inside NOPI (picture source: The Observer)
Yesterday I fulfilled a long-held wish, to eat at an Ottolenghi establishment. I have been intrigued and delighted by Ottolenghi's food ever since I first walked past the deli/cafe on Ledbury Road in trendy Notting Hill, where I work on Mondays. The window was filled with delicious-looking confections, including pillows of snow-white meringues. When I bought the first Ottolenghi cookbook a few years ago, I was able to indulge my love of this simple, flavourful and colourful food at home: it's a book I often cook from. A good friend, who is a regular at my dinner table, kindly gave me Ottolenghi's latest book Jerusalem when it was published a couple of months ago. I wallowed in Yotam's Mediterranean Feast, recently aired over four mouth-watering episodes on More 4, declaring at regular intervals "I could eat all of that!".

After a rather frantic morning at work, during which the aged laptop decided to conspire against my need to be on the tube, heading towards Oxford Circus, by midday, I dodged the Christmas shoppers on Regents Street and ducked down a backstreet, skirting the edge of Carnaby Street and Soho. My lunch companion was waiting for me at a window table in the cool white and gold interior of NOPI. Soon after I arrived, two tall glasses of Prosecco arrived. A perfect start.

First, the name. NOPI. Assuming it was Middle Eastern in origin, I quizzed the Maitre D', who offered a far more prosaic explanation: "it is named after the location, madam: North Of PIccadilly". Ah, so simple. Like the decor.....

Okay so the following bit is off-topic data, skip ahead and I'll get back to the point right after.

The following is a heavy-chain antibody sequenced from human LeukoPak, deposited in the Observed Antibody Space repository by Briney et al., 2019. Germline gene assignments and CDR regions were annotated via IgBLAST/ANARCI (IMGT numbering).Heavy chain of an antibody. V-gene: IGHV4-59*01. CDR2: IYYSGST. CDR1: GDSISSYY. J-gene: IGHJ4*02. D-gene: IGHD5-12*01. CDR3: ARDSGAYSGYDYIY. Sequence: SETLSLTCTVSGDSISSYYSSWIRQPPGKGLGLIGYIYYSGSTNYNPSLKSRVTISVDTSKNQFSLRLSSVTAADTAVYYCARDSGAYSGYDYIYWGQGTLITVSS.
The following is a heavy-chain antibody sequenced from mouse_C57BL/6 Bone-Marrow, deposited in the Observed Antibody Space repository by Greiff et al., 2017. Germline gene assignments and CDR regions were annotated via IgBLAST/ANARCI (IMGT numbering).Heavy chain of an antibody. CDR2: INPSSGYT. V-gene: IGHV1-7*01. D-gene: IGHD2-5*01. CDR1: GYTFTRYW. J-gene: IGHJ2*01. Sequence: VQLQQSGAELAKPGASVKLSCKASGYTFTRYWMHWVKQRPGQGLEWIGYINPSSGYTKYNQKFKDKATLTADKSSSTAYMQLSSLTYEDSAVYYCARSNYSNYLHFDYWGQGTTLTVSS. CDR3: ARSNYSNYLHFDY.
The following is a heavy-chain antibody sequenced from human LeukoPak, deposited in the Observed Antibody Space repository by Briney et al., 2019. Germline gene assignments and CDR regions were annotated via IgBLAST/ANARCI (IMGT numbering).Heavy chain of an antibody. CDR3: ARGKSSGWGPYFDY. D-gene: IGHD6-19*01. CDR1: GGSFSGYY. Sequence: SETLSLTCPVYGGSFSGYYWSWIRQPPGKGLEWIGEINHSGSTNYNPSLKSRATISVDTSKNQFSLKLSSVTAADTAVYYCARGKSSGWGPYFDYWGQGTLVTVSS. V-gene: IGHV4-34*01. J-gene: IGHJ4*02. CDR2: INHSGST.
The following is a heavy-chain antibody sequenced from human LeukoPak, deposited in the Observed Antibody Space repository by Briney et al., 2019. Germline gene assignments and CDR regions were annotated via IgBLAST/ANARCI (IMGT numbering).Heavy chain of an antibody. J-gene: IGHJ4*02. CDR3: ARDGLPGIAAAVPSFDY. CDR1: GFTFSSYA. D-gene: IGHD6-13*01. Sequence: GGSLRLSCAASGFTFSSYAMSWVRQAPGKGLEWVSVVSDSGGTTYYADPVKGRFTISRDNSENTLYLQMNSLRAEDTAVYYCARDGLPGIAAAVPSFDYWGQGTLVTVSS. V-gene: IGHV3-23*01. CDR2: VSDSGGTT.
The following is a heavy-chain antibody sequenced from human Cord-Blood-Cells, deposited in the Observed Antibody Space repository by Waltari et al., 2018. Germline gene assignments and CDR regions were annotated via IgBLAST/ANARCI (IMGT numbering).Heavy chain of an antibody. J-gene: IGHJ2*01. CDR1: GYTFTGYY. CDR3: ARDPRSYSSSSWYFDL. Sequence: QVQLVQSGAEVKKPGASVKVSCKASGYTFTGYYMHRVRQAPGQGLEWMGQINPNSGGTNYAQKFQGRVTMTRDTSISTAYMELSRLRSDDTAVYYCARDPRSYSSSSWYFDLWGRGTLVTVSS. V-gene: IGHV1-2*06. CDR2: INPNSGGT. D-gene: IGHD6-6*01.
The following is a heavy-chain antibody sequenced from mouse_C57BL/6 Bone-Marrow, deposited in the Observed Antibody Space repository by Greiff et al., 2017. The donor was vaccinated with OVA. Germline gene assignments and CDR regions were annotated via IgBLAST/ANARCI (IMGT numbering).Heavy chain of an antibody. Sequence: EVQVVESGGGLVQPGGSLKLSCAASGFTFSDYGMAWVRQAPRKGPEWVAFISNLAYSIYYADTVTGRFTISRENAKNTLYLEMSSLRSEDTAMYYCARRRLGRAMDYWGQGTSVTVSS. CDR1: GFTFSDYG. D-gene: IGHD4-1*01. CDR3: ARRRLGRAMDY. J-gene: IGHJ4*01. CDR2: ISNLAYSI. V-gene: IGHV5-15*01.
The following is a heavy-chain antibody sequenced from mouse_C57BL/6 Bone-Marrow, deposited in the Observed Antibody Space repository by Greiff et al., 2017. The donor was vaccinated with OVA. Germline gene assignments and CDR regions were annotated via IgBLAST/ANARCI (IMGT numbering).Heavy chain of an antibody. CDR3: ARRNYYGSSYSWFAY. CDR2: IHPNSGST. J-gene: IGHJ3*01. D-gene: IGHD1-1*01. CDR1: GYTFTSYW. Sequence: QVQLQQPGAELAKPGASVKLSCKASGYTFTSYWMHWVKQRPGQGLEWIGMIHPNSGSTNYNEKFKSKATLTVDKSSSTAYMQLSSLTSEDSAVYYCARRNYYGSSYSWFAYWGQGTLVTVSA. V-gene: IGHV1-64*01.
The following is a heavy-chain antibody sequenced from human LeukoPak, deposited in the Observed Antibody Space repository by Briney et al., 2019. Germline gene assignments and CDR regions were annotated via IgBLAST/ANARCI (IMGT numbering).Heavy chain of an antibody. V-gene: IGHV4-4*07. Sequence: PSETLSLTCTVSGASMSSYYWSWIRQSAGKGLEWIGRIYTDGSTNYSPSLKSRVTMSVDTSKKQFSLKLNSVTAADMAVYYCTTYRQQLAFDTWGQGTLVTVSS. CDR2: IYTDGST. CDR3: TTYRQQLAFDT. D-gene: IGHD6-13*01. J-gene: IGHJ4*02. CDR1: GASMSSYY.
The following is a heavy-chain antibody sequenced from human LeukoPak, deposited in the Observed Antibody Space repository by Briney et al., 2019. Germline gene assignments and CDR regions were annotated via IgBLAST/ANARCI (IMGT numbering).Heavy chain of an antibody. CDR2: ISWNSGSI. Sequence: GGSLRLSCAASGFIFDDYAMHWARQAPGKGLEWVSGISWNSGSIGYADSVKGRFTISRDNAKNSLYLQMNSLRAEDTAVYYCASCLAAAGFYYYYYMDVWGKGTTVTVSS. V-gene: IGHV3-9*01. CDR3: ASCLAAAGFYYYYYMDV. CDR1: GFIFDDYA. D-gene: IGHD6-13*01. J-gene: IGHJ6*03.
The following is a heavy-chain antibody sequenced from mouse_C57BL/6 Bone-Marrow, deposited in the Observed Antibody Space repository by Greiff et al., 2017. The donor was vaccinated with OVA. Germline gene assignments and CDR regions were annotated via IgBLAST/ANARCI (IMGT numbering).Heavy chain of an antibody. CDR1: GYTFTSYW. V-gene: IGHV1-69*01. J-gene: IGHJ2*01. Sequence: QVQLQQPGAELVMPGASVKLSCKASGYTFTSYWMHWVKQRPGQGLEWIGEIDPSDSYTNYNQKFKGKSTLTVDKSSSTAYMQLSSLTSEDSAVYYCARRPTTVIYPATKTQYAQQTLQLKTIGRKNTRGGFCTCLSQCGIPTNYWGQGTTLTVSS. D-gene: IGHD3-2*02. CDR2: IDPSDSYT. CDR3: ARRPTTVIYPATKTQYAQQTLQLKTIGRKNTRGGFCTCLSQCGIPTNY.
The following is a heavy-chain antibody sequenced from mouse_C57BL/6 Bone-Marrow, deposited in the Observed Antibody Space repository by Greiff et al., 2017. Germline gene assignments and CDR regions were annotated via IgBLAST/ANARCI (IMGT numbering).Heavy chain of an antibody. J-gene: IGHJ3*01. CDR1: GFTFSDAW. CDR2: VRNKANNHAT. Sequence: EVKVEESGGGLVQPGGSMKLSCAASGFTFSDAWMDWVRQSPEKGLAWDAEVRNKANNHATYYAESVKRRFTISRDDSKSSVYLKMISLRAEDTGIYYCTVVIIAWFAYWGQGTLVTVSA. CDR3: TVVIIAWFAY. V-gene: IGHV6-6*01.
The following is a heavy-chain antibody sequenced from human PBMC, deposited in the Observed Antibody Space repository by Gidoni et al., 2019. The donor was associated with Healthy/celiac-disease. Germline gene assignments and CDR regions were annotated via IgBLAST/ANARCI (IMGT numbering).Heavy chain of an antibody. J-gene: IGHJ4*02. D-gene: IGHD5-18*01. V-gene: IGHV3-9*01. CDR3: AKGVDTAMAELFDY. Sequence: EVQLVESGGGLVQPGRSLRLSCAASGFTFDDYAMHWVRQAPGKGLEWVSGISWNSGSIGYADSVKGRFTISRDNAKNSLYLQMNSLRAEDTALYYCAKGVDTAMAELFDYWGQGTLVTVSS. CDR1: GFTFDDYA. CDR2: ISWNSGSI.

The white-tiled walls are reminiscent of a pristine Art Deco bathroom, or a newly-refurbished Underground station, but, having watched Yotam Ottolenghi visit cafes serving hummus and falafels in Jerusalem, the decor also hints at eastern inspirations. The clean white lines are offset by brass coat hooks, pendant lights (also Middle Eastern in inspiration) and a gorgeous giant flower light over the reception area. The tables are trimmed with brass, and the detail continues down to the simple napkin rings. The simple design values continue into the tableware and linen, and the menu which is not extensive, though by no means limited either. In fact, like the dishes featured on the TV programme, I wanted to eat everything.

I selected pea, broad bean and manouri fritters for my starter, while my companion had mackerel with fennel, white grape salsa and tobiko (fish roe). The service was slick and the food arrived quickly, served on neat little wooden platters. It was distinctly "Ottolenghi" - colourful and flavourful. The pea and bean fritters were delicious, crisp on the outside, and soft in the middle, with a pleasing texture and a hint of cardamom. They were served with a lovely, creamy yoghurt dip. Other Half declared the mackerel delicious and "that's why I didn't share any with you!".

For mains we had whole twice-cooked baby chicken (he) and duck breast with quinoa and hazelnut beer. The duck was cooked exactly how I like it: pink inside with a crisp skin, and the accompanying quinoa was nutty. We had baby potatoes with preserved lemon as an accompaniment. Other Half set to work demolishing the whole baby chicken, once again refusing to part with a tiny bit for me to try. I did manage to cheat him of some of the accompanying chilli sauce, which was piquant and fresh, and not overpoweringly hot.

Too full for pudding and coffee, we tottered off to the shops, and on the train on the way home, I browsed the web for recipes for those wonderful pea and broad bean fritters. Drawing a blank, it's apparent I will have to devise a recipe myself......

The restaurant is open daily for breakfast, lunch and dinner, and offers a pre-theatre set price menu. Lunch for two with wine c£80. The restaurant is conveniently located between Oxford Circus and Piccadilly tube stations.

More about NOPI here

Recipes and more from Ottolenghi's Mediterranean Feast TV series


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